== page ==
Yet Israel’s state-sanctioned gangland-style assassination policy has failed to suppress the intifada or “pacify” the Palestinians, as shown by the repeated assertions of leaders of Hamas and Islamic Jihad after each assassination that they have marshalled dozens of martyrdom-seeking young men to conduct further operations. The continued stream of such operations reveals that the Palestinians have imbibed some of the principles underlying the successful Lebanese resistance movement led by Hizbullah, which succeeded in deterring Israeli attacks on Lebanese civilians by firing Katyusha rockets on Israeli settlements. The repeated Palestinian calls for “revenge” indicate they are claiming the right to respond at Israel’s violence and terror.

Israel’s failure to provide any evidence that the people whom it has assassinated were plotting attacks against Israelis has contributed to a wave of condemnation by much of the international community and many human-rights organizations. The staunchly pro-Israel British government has described the assassinations as “wrong and illegal”; even the US state department finds them “reprehensible” and unjustifiable.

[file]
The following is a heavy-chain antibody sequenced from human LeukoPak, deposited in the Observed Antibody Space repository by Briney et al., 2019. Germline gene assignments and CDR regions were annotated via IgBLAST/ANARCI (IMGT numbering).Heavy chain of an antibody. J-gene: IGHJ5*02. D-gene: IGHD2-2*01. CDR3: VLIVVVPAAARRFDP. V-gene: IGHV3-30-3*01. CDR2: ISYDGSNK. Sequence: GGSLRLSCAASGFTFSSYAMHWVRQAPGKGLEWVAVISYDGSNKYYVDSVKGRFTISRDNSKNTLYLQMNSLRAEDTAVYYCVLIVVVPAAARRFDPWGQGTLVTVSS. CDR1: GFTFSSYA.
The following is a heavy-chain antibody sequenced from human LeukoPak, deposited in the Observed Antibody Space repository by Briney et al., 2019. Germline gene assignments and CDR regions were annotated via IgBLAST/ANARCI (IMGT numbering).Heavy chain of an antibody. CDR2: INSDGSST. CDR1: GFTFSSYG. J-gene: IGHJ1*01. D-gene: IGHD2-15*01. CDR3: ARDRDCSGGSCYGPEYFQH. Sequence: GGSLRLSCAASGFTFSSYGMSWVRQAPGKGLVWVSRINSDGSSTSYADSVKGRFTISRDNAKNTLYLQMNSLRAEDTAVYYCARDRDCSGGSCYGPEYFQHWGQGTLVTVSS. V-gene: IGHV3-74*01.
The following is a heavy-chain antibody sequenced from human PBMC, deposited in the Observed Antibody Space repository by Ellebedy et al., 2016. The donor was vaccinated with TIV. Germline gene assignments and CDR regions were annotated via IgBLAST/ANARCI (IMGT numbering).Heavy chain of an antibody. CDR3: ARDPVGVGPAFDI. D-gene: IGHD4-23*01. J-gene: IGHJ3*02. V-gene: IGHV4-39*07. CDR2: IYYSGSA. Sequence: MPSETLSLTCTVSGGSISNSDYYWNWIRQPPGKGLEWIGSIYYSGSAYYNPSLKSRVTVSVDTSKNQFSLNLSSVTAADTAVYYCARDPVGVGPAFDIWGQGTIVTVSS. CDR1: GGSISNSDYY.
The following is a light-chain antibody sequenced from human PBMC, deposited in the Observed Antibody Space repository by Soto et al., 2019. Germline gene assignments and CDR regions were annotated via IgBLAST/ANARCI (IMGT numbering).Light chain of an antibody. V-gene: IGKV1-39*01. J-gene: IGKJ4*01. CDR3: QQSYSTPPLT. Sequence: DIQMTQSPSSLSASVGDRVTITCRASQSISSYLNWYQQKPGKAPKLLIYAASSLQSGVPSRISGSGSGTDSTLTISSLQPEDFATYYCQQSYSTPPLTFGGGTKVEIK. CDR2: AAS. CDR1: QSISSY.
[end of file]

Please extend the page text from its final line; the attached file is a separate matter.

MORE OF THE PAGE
Assassination is a zionist practice predates the establishment of Israel and has targeted even international figures. On November 6, 1944, zionist assassins murdered British secretary of state Lord Moyne in Cairo. On September 17, 1948, the Stern gang assassinated UN mediator Count Folke Bernadotte in Jerusalem only one day after he submitted his recommendations for a solution to the Palestinian question. The assassination policy was used heavily against leaders of Palestinian resistance groups in the 1960s, 1970s and 1980s; then it went into overdrive during the first intifada in the late 1980s and early 1990s. In 1987, Israeli troops assassinated Khalil al-Wazir, the PLO’s number two and military leader known widely by his nom de guerre, Abu Jihad, at his home in Tunisia. And in 1997, two Mossad agents using Canadian passports were arrested in Amman after an attempt to assassinate Khalid Mishaal, chief of the political bureau of Hamas.